As Al Qaeda-inspired ISIS continues its violent march towards Baghdad, the group's social media outreach is being closely examined.
The rarity and significance of Kurdistan’s stability are underscored by events of this week.
Sitting on some of the world's largest untapped oil and natural gas reserves, the region is experiencing a surge in investment and construction. Five-star hotels are dotting the skyline and luxury condo complexes with names like "American village" are opening on the outskirts of the city.
"Quick, run, run," shouts Kurdish commander Roshna Akeed, as she orders two young female fighters to move toward a brick wall that represents the front line between Kurdish forces and al Qaeda-linked militants in this northern Syrian town. Six male Kurdish fighters are already guarding this part of the front. They have removed some of the bricks from the five foot-high wall, and their guns peak through small holes toward the enemy, which is positioned in a hamlet roughly one-third of a mile away.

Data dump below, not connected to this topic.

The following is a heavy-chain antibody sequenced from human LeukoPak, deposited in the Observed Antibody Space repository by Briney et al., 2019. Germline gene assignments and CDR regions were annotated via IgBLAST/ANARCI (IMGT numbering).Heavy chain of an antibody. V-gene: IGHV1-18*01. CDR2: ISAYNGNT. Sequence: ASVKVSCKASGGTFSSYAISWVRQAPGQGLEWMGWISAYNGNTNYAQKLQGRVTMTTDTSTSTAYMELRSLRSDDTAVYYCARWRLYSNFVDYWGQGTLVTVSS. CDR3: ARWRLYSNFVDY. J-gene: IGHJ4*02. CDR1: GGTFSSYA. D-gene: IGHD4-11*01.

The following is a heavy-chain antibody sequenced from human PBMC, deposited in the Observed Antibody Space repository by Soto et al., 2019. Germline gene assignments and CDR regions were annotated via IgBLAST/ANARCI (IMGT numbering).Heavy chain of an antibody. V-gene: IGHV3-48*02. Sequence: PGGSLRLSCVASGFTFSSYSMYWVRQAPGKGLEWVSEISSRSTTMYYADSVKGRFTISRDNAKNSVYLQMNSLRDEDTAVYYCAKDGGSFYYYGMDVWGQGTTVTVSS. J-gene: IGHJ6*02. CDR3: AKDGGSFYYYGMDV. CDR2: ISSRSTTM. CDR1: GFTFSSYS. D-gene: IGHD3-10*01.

The "zero problems" policy was founded upon two main premises: that trade and economic development would push long-festering ideological and security conflicts aside, and that Turkey's historical and cultural legacy is a soft-power asset, not a liability.
American Voices works in countries emerging from isolation or conflict, said John Ferguson, the founder of the organization...“In many cases, we are the first Americans people have seen who are not diplomats or soldiers,” Ferguson said.
Washington’s close Kurdish allies cracked down hard. After 62 days of street protests, 10 people were dead. The carefully crafted image of Kurdistan as a democratic island in an ocean of regional dictatorship was in tatters.
“Five million Kurds in Iraqi Kurdistan have become a beacon of light for the 35 million Kurds who live in Turkey, Syria, and Iran. That beacon of light is keeping us awake at night and is filling our hearts with hope.”
-Kani Xulam, Director of the American-Kurdish Information Network